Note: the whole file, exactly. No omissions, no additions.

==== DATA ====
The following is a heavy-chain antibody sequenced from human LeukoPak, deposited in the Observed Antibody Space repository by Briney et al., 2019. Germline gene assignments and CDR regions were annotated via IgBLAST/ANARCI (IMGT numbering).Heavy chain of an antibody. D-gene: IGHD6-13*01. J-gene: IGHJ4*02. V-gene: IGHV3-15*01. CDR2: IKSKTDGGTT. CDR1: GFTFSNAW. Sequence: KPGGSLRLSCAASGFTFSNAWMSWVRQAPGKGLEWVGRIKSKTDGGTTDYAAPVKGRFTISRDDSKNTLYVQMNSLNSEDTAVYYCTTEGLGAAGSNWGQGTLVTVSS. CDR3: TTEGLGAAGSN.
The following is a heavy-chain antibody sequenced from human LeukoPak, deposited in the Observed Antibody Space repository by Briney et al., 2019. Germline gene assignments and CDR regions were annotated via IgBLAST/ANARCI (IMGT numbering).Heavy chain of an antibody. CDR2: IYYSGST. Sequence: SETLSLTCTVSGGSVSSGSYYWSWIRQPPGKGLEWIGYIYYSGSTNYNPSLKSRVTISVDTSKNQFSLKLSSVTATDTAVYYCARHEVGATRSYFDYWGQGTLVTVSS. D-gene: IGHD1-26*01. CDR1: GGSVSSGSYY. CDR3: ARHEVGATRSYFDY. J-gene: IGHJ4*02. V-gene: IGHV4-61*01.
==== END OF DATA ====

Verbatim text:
The following is a heavy-chain antibody sequenced from human LeukoPak, deposited in the Observed Antibody Space repository by Briney et al., 2019. Germline gene assignments and CDR regions were annotated via IgBLAST/ANARCI (IMGT numbering).Heavy chain of an antibody. D-gene: IGHD6-13*01. J-gene: IGHJ4*02. V-gene: IGHV3-15*01. CDR2: IKSKTDGGTT. CDR1: GFTFSNAW. Sequence: KPGGSLRLSCAASGFTFSNAWMSWVRQAPGKGLEWVGRIKSKTDGGTTDYAAPVKGRFTISRDDSKNTLYVQMNSLNSEDTAVYYCTTEGLGAAGSNWGQGTLVTVSS. CDR3: TTEGLGAAGSN.
The following is a heavy-chain antibody sequenced from human LeukoPak, deposited in the Observed Antibody Space repository by Briney et al., 2019. Germline gene assignments and CDR regions were annotated via IgBLAST/ANARCI (IMGT numbering).Heavy chain of an antibody. CDR2: IYYSGST. Sequence: SETLSLTCTVSGGSVSSGSYYWSWIRQPPGKGLEWIGYIYYSGSTNYNPSLKSRVTISVDTSKNQFSLKLSSVTATDTAVYYCARHEVGATRSYFDYWGQGTLVTVSS. D-gene: IGHD1-26*01. CDR1: GGSVSSGSYY. CDR3: ARHEVGATRSYFDY. J-gene: IGHJ4*02. V-gene: IGHV4-61*01.